Demo: IPyWidgets

The following sections contain examples of some common widget types. Remix this notebook to play around with them.

Note: IPyWidget support is currently experimental. Check out IPyWidgets Support for more info.

Interactive Matplotlib Visualisations

In its simplest form, widgets enhance Python functions with interaction capabilities. The following example shows how to use a context manager to plot solutions to a SIR ODE model (see hidden code cell) whose parameters can be changed by dragging the slider for each input.

SIR Model

Input Sliders

from ipywidgets import interact
@interact(beta=(0,1,0.05), gamma=(0,1,0.05), maxT=(5,100,5))
def plotSIR(beta = beta, gamma = gamma, maxT = maxT):
    '''Solve differential equations in SIR and plot'''
    t = np.linspace(0, maxT, 1000)
    soln = odeint(SIR, [S0,I0,R0], t, args=(beta, gamma))
    soln = np.array(soln)
    plt.plot(t, soln[:,0], linewidth=3, label = 'S(t)')
    plt.plot(t, soln[:,1], linewidth=3, label = 'I(t)')
    plt.plot(t, soln[:,2], linewidth=3, label = 'R(t)')
    plt.title("SIR model")
    plt.xlabel("Time"); plt.ylabel("proportions")
    plt.grid(); plt.legend()
IPyWidgets Demo (Python)

Compound Widgets

This examples shows how you can use a compound widget for exploring data frames. Specifically, we will use VBox and HBox for more fine-grained control over the layout and how to combine update callbacks with the observe method:

import pandas as pd
from ipywidgets import widgets
df = pd.read_csv(
IPyWidgets Demo (Python)

Data Frame Explorer

table = widgets.HTML()
html = widgets.HTML()
min_sl = widgets.IntSlider(min= 0, max=40, value=7)
max_sl = widgets.IntSlider(min=0, max=40, value=8)
def draw(_ = None):
  min_mpg = min_sl.value
  max_mpg = max_sl.value
  cols = ['ID', 'City mpg']
  selection = df.loc[df['City mpg'].between(min_mpg, max_mpg)]
  table.value = f'<h3>Found: {len(selection)}</h3>'
  html.value = selection[cols].to_html()
draw() # first draw 
              widgets.HBox([min_sl, max_sl]), 
IPyWidgets Demo (Python)

Plotly Figure Widgets

The following example shows how to set up a basic Plotly FigureWidget (based on the examples in Jon Mease's notebooks):

from sklearn import datasets
import time
iris_data = datasets.load_iris()
feature_names = [name.replace(' (cm)', '').replace(' ', '_') for name in iris_data.feature_names]
iris_df = pd.DataFrame(, columns=feature_names)
iris_class = + 1
iris dataframe setupIPyWidgets Demo (Python)

FigureWidgets behave almost identically to Plotly Figure objects. The major difference here is that they are also IPyWidgets that can be interacted with. If you execute all the cells following the next cell ("Commands ⌘/Ctrl+J → Run Cells Below") you’ll see the plot changing on each evaluation.

Mind you can always use "Commands ⌘/Ctrl+J → Outputs / Clear" to remove the plots.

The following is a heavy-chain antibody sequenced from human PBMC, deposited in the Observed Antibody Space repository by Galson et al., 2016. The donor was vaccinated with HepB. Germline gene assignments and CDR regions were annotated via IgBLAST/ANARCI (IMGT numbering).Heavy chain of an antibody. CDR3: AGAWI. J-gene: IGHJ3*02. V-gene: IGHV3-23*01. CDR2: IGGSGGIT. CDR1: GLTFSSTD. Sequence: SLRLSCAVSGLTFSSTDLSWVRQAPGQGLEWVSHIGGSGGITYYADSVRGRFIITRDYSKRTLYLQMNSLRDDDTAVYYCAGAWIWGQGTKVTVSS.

import plotly.graph_objs as go
fig = go.FigureWidget()
Figure WidgetIPyWidgets Demo (Python)
fig.add_scatter(x=iris_df.sepal_length, y=iris_df.petal_width)
scatter =[0]
IPyWidgets Demo (Python)

Any change to the widget’s underlying data (which acts as traitlets) will automatically update the plot for you …

scatter.mode = 'markers'
scatter.marker.size = 8
IPyWidgets Demo (Python)
scatter.marker.color = iris_class
scatter.marker.cmin = 0.5
scatter.marker.cmax = 3.5
scatter.marker.colorscale = [[0, 'red'], [0.33, 'red'], 
                             [0.33, 'green'], [0.67, 'green'], 
                             [0.67, 'blue'], [1.0, 'blue']]
IPyWidgets Demo (Python)

… batch updates instead send a single message to the frontend, aggregating all changed attributes at once:

with fig.batch_update():
    scatter.marker.colorbar.ticks = 'outside'
    scatter.marker.colorbar.tickvals = [1, 2, 3]
    scatter.marker.colorbar.ticktext = iris_data.target_names.tolist()
    scatter.marker.colorbar.title = 'Species'
    scatter.marker.colorbar.titlefont.size = 16 = 'Rockwell'
    fig.layout.xaxis.title = 'sepal_length'
    fig.layout.yaxis.title = 'petal_width'
scatter.marker.showscale = True
IPyWidgets Demo (Python)

Animating Changes

All changes to the data can also be animated …

with fig.batch_animate(duration=1500):
    scatter.marker.size = np.sqrt(iris_df.petal_length.values * 60)
with fig.batch_animate(duration=1500):
    scatter.marker.size = 8
IPyWidgets Demo (Python)

… and Figure widgets can interact with any other kind of widget to be assembled into more complex visualisations:

from IPython.display import display, HTML
outx = widgets.Output()
outy = widgets.Output()
fig2 = go.FigureWidget(
IPyWidgets Demo (Python)
def report_extrema(trace, points, state):
    with outx:
      display(HTML(f"<em>Max x-value: {np.max(points.xs)}</em>"))
      display(HTML(f"<em>Min x-value: {np.min(points.xs)}</em>"))
    with outy:
      display(HTML(f"<em>Max y-value: {np.max(points.ys)}</em>"))
      display(HTML(f"<em>Min y-value: {np.min(points.ys)}</em>"))
fig2.layout.dragmode = 'lasso'[0].marker.showscale = False[0].on_selection(report_extrema)
IPyWidgets Demo (Python)

In the following plot, every "lasso" selection performed by the cursor will populate HTML output widgets with minima and maxima values from the selected points:

widgets.VBox([fig2, widgets.HBox([outx, outy])])
Lasso Selection CallbacksIPyWidgets Demo (Python)

We hope this short overview has been useful and inspires creating more interactive notebooks.


If widget display goes out-of-sync with the backend kernel try to:

  • Clear outputs: Commands ⌘/Ctrl+J → Outputs / Clear

  • Stop the runtime: Commands ⌘/Ctrl+J → Runtime / Reset


Runtimes (1)